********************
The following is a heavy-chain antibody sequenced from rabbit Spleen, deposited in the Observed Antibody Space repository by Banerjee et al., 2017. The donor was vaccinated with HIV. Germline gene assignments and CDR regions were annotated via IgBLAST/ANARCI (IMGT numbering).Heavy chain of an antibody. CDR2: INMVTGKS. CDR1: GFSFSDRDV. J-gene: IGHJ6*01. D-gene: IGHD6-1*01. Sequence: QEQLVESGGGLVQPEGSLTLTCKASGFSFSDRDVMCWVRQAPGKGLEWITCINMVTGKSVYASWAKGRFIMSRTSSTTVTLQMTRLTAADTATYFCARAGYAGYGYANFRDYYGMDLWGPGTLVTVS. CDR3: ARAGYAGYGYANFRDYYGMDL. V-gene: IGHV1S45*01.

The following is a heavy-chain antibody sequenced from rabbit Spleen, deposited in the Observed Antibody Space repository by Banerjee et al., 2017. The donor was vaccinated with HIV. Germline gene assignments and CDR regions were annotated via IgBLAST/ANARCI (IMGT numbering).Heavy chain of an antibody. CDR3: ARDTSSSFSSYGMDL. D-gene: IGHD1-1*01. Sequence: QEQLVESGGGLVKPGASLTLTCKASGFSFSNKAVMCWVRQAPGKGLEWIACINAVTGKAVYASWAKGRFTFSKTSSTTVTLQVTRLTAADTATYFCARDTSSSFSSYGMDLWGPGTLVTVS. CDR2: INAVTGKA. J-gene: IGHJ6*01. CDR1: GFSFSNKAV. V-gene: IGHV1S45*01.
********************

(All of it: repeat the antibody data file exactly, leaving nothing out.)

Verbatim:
The following is a heavy-chain antibody sequenced from rabbit Spleen, deposited in the Observed Antibody Space repository by Banerjee et al., 2017. The donor was vaccinated with HIV. Germline gene assignments and CDR regions were annotated via IgBLAST/ANARCI (IMGT numbering).Heavy chain of an antibody. CDR2: INMVTGKS. CDR1: GFSFSDRDV. J-gene: IGHJ6*01. D-gene: IGHD6-1*01. Sequence: QEQLVESGGGLVQPEGSLTLTCKASGFSFSDRDVMCWVRQAPGKGLEWITCINMVTGKSVYASWAKGRFIMSRTSSTTVTLQMTRLTAADTATYFCARAGYAGYGYANFRDYYGMDLWGPGTLVTVS. CDR3: ARAGYAGYGYANFRDYYGMDL. V-gene: IGHV1S45*01.

The following is a heavy-chain antibody sequenced from rabbit Spleen, deposited in the Observed Antibody Space repository by Banerjee et al., 2017. The donor was vaccinated with HIV. Germline gene assignments and CDR regions were annotated via IgBLAST/ANARCI (IMGT numbering).Heavy chain of an antibody. CDR3: ARDTSSSFSSYGMDL. D-gene: IGHD1-1*01. Sequence: QEQLVESGGGLVKPGASLTLTCKASGFSFSNKAVMCWVRQAPGKGLEWIACINAVTGKAVYASWAKGRFTFSKTSSTTVTLQVTRLTAADTATYFCARDTSSSFSSYGMDLWGPGTLVTVS. CDR2: INAVTGKA. J-gene: IGHJ6*01. CDR1: GFSFSNKAV. V-gene: IGHV1S45*01.